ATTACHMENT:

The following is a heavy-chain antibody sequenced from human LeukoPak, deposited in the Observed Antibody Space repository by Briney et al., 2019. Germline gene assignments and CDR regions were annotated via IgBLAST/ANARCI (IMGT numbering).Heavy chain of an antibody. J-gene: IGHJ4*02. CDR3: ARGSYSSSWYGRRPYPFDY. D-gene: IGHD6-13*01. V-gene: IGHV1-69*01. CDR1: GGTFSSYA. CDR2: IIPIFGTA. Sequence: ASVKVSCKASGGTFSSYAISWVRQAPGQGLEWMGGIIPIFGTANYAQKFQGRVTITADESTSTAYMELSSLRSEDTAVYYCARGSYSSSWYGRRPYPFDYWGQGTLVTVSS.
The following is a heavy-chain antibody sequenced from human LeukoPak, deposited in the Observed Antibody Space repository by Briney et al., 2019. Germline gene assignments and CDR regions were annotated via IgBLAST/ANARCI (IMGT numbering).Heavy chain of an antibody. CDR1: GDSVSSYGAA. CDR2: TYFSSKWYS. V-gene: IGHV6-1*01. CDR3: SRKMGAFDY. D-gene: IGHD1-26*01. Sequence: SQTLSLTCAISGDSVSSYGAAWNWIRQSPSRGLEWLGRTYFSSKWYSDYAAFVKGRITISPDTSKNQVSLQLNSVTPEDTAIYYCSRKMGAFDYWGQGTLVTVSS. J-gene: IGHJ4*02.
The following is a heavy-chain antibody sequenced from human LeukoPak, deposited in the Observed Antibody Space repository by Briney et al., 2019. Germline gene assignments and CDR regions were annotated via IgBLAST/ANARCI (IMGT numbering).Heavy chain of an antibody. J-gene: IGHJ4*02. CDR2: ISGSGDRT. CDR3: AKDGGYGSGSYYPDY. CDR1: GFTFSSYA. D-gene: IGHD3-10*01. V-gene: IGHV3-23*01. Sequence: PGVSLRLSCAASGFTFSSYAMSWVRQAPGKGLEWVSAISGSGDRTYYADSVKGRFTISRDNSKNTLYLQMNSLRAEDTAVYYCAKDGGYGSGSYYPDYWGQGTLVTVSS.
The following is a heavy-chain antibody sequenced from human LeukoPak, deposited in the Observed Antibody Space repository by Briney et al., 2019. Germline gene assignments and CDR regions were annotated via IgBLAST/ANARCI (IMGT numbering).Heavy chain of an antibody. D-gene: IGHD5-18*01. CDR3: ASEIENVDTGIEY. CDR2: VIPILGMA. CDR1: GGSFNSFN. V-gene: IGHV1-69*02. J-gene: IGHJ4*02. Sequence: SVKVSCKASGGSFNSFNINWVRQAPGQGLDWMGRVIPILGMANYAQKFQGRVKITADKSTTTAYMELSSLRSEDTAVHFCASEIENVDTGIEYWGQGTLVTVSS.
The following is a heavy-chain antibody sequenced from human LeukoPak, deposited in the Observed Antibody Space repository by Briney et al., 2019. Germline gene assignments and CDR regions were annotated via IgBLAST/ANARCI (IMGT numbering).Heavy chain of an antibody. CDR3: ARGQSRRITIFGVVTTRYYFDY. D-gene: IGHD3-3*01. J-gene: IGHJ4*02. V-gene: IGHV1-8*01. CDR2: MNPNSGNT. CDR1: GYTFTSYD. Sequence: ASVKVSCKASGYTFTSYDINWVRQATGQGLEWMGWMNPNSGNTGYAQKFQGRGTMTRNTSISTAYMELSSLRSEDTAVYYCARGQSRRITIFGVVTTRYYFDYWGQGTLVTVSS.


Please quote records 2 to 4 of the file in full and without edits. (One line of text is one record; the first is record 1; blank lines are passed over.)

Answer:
The following is a heavy-chain antibody sequenced from human LeukoPak, deposited in the Observed Antibody Space repository by Briney et al., 2019. Germline gene assignments and CDR regions were annotated via IgBLAST/ANARCI (IMGT numbering).Heavy chain of an antibody. CDR1: GDSVSSYGAA. CDR2: TYFSSKWYS. V-gene: IGHV6-1*01. CDR3: SRKMGAFDY. D-gene: IGHD1-26*01. Sequence: SQTLSLTCAISGDSVSSYGAAWNWIRQSPSRGLEWLGRTYFSSKWYSDYAAFVKGRITISPDTSKNQVSLQLNSVTPEDTAIYYCSRKMGAFDYWGQGTLVTVSS. J-gene: IGHJ4*02.
The following is a heavy-chain antibody sequenced from human LeukoPak, deposited in the Observed Antibody Space repository by Briney et al., 2019. Germline gene assignments and CDR regions were annotated via IgBLAST/ANARCI (IMGT numbering).Heavy chain of an antibody. J-gene: IGHJ4*02. CDR2: ISGSGDRT. CDR3: AKDGGYGSGSYYPDY. CDR1: GFTFSSYA. D-gene: IGHD3-10*01. V-gene: IGHV3-23*01. Sequence: PGVSLRLSCAASGFTFSSYAMSWVRQAPGKGLEWVSAISGSGDRTYYADSVKGRFTISRDNSKNTLYLQMNSLRAEDTAVYYCAKDGGYGSGSYYPDYWGQGTLVTVSS.
The following is a heavy-chain antibody sequenced from human LeukoPak, deposited in the Observed Antibody Space repository by Briney et al., 2019. Germline gene assignments and CDR regions were annotated via IgBLAST/ANARCI (IMGT numbering).Heavy chain of an antibody. D-gene: IGHD5-18*01. CDR3: ASEIENVDTGIEY. CDR2: VIPILGMA. CDR1: GGSFNSFN. V-gene: IGHV1-69*02. J-gene: IGHJ4*02. Sequence: SVKVSCKASGGSFNSFNINWVRQAPGQGLDWMGRVIPILGMANYAQKFQGRVKITADKSTTTAYMELSSLRSEDTAVHFCASEIENVDTGIEYWGQGTLVTVSS.